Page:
FURI Study Case: Ibrexafungerp Successfully Treats Esophageal Candidiasis
APR 13, 2019 | MICHAELA FLEMING
Candida species are a common cause of mucosal and invasive candidiasis. In certain circumstances, patients may develop refractory candidiasis as a result of either resistance to antifungals or innate immune system deficiencies.
While conducting a study evaluating the safety and efficacyofibrexafungerp (IBX, formerly SCY-078), investigators observed that a case of severe refractory esophageal candidiasis was treated successfully with the novel glucan synthase inhibitor antifungal.
Details on this case were presented in a poster presentation at the European Congress for Clinical Microbiology and Infectious Diseases (ECCMID 2019).
IBX has documented broad spectrum of activity against common species of Candida, Aspergillus, and Pneumocystis. The antifungal is being evaluated in an open-label clinical trial of patients either intolerant or refractory to antifungal therapy. The trial is called SCYNEXIS Study 301, or FURI.
At ECCMID 2019, Contagion® spoke to the presenter of the poster Jose Vazquez, MD, chief of infectious disease at Medical College of Georgia, who is also a member of the Contagion® Editorial Advisory Board.
One patient, a 63-year-old man with esophageal candidiasis that was refractory to fluconazole 200 mg/daily was enrolled into the trial. The patient had a history of esophageal strictures with recurrent esophageal candidiasis documented in the past 10 years.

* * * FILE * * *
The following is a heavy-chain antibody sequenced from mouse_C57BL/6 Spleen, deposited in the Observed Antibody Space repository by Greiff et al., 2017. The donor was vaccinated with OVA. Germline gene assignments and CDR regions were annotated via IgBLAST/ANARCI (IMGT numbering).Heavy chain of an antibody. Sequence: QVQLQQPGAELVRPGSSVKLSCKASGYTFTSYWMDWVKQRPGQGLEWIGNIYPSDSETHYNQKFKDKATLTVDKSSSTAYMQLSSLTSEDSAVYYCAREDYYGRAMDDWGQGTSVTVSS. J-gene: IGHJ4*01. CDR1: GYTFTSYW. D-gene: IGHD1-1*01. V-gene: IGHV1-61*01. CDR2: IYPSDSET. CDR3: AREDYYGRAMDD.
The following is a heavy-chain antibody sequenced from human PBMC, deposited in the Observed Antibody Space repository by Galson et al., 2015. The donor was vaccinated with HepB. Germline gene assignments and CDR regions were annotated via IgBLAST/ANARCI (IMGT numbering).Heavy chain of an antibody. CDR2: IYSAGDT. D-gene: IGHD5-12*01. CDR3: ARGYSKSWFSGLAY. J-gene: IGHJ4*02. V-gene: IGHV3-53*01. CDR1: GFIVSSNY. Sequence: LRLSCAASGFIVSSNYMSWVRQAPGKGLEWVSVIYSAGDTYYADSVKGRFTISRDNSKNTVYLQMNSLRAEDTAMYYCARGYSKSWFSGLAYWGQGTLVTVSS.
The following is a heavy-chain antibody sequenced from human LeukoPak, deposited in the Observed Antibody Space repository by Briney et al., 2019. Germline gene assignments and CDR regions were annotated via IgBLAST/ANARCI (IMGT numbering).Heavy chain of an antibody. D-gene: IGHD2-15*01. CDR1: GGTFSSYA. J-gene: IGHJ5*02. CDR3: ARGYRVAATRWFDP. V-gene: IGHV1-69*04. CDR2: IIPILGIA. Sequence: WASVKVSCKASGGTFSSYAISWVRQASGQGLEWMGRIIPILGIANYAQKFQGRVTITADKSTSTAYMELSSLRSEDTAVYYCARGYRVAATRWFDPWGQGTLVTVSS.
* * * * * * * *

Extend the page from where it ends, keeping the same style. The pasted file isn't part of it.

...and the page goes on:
Prior to enrollment, the patient experienced dysphagia, which escalated to the point that he was unable to swallow. As a result, a feeding tube was inserted. Additionally, an esophagogastroduodenoscopy demonstrated severe esophageal candidiasis throughout the esophagus with a culture revealing Candidaglabrata resistant to fluconazole (MIC 64 mcg/ml).
The patient was enrolled into the trial and given a loading dose of oral IBX 750 mg twice a day for 2 days, followed by oral IBX 750 mg daily for a total of 54 days.
While receiving treatment, the patient gradually improved and by day 54 he was completely asymptomatic. No adverse events were reported during therapy.
One month following the discontinuation of therapy, the patient remained asymptomatic and was able to eat and drink without discomfort. A follow-up esophagogastroduodenoscopy did not detect any esophageal candidiasis and 2 months later the feeding tube was removed.
The patient was observed again at a 9 month follow-up and remained asymptomatic and was gaining weight.
“This report demonstrates the efficacy of IBX in a patient with severe recalcitrant and refractory [esophageal candidiasis], and highlights the potential for using IBX to manage difficult to treat azole resistant and refractory candidiasis,” the investigators concluded.
Big advances in treatment can't make up for an inability to stop new infections, which number 5,000 per day worldwide.
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